12 June 2017
Traffic disruptions likely with utilities infrastructure work
Another stage of the construction phase of Mataura Valley Milk’s multi-million dollar milk processing plant near Gore is about to start.
The company has announced it will start laying utilities infrastructure from the plant, at McNab just north east of Gore, into the town this month.
There will be about five kilometres of utilities. The route will follow MacGibbon Road, with trenching and drilling, and then connecting River Street to the Gore District Council’s oxidation ponds
The trench will be 2.2m wide and a minimum of 1.2m deep. The work will be done in stages and is expected to take approximately seven months.
Gore District Transport Manager Peter Standring said the Council has been working closely with the company and its contractors to ensure minimal disruption to traffic. Several initiatives have been investigated to reduce traffic delays in the main areas.
“There are sections where the trench will be on the road shoulder, which will just cause delays for traffic.
“There are also other areas where it is going to be laid down the middle of the road, which will make the road impassable.” Traffic management systems will be in place.
The Council and company were conscious of the need to keep people informed, from residents who will be directly affected and the rural delivery contractor to trucking companies and emergency services, Mr Standring said.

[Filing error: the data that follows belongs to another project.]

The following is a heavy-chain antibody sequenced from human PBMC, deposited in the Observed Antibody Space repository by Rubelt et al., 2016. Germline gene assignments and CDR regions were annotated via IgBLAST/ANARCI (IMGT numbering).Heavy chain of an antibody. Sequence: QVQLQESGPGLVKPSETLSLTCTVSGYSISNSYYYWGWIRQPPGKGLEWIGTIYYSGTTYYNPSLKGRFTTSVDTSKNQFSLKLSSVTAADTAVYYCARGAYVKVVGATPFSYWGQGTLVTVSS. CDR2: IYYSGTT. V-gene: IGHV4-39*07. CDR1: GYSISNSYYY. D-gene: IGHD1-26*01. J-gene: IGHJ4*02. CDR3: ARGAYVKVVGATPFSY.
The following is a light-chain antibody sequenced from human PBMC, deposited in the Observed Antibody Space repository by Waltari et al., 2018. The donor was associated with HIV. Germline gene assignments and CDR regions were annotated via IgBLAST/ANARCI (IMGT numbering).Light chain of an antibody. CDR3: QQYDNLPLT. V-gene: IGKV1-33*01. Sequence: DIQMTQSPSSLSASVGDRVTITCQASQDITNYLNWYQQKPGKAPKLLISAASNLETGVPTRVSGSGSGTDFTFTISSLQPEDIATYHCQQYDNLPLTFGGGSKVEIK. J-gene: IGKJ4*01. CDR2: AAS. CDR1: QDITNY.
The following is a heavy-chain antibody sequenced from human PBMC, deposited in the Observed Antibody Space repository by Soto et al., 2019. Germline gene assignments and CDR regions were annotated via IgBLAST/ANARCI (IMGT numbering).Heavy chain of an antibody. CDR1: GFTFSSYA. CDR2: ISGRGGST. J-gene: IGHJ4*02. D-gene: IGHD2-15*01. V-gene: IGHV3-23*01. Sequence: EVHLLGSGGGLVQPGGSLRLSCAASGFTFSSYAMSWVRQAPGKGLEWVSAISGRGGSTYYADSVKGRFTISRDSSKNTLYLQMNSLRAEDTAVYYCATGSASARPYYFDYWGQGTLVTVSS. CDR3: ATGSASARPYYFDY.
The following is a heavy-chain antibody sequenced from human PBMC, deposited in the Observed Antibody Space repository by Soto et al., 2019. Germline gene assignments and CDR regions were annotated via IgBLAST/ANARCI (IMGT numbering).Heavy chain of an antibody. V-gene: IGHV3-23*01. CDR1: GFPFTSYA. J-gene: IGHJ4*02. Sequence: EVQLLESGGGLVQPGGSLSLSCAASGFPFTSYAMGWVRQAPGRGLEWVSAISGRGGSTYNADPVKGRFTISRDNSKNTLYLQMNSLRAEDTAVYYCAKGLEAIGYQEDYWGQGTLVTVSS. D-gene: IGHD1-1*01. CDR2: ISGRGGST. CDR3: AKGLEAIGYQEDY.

Mataura Valley Milk’s Project Manager Brent Robinson said the company has been talking with those people directly affected, and would initiate weekly meetings with the major stakeholders. It is also intended to put up signage in the next week at multiple points on roads feeding into this area. There were a lot of variables, such as ground conditions and weather, which could impact on how quickly the trench can be laid.
Mr Robinson said “To date the community support and willingness to help the project to succeed has been fantastic. Mataura Valley Milk are committed to delivering a facility that Gore can be proud of.”
Construction of the $200 plus million plant was on schedule for a mid-2018 opening.
The plant will primarily process fresh milk and ingredients into nutritional powders, but will also have the capability to produce standard skim milk and whole milk powders. It is expected to create about 65 new jobs.